DF: The optimal time for budbreak is after the last killing frost. That never happens. I am hoping with the later start, we will be closer to that situation. The vines will catch up if they have some warm days in late spring.
3. Now that the 2013 harvest is history, how is the 2013 vintage shaping up, and what are the comparisons to past vintages?
JH: I am actually really enjoying the wines, I just wish there was a lot more of it. The later reds struggled a bit to get as ripe as I would like, but varieties like Merlot and Tannat really have some great flavor and striking elegance. The whites (predominately Chardonnay since we got next to no Viognier this year) are beautiful. They are elegant but ripe and are really showing the results of either a great site or meticulous management or both. In the end, I don’t want a repeat of 2013 because it was very trying on my patience and stress level, but the wines are good. Once again, quality is not my concern as much as quantity in this case.
It really is hard to compare our 2013s to another vintage for me given I have only been here since 2007. The closest I can say to any of the vintages I have done would be 2008 but 2013 was a shorter and wetter year for us than 2008. That said I think we have a far better understanding of our site from 2008 so still made better wine. You could say structurally similar to 2012 for us, but the ripeness level is not quite as high.
DF: 2013 was challenging during the growing season but finished up in the best way possible with warm days, cool nights and no rain. I am very pleased with what we are tasting. We will be trialing more blends again today. I am tasting good ripe fruits, rich tannin structure and balanced acids. Some of this is from winemaking techniques done as the grapes came in, but most is because of a decent growing year.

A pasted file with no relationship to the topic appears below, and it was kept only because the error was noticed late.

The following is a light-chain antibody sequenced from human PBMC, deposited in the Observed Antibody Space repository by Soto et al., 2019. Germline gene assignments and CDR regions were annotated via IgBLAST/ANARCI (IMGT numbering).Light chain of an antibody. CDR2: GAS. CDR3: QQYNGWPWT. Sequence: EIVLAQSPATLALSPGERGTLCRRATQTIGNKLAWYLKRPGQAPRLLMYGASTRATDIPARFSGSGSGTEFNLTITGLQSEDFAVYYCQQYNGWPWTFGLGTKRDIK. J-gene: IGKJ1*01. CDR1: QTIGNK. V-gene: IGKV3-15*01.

And who are the other two winemakers and how did they respond? Stay tuned to find out. In the meantime, spring is hopefully in the air, and it is time to visit Virginia wineries. Plan a trip to Tarara Winery and Fabbioli Cellars to sample their excellent wines, but be sure to tell Jordan and Doug that Virginia Wine Time sent you.
On Saturday evening we went to Gray Ghost Vineyards to attend the Vertical Cabernet Sauvignon tasting. This is a black tie optional event for a limited number of guest who get to taste vintages of their Cabernet Sauvignons from odd number years back to 1993.
We saw some familiar faces at the event. And of course it’s always fun to catch up with Al, Cheryl, and Amy with the latest news at Gray Ghost. Al had selected Cabernet Sauvignons from 1993, 1995, 1997, 1999, 2001, 2003, 2005, 2007, 2009, and 2011. With the wines Cheryl had prepared many dishes that paired nicely with the wines. The chicken and pasta with red sauce was one of my favorites as were the meat balls. During the evening we had a chance to talk about each vintage and compare notes with other participants. We all had our favorites but it seems the years ending in 5s and 7s received must of the chatter. The evening ended with a delicious slice of double chocolate cake and a glass of the 2010 Reserve Cabernet Sauvignon. Everyone enjoyed this vintage!
If you haven’t attended one of the tasting events at Gray Ghost Vineyards, check out their events page and find one you might enjoy. And when you attend, tell them Virginia Wine Time sent you!
A fun yet elegant cruise down the Danube River which runs through historic cities like Vienna, Austria—what more could your ask for? A pairing with Virginia wines, of course. Notaviva Vineyards is planning just such a trip for November 2015. We stopped by Notaviva Vineyards to get the details from owners Stephen and Shannon Mackey; of course, we also wanted to sample the current releases.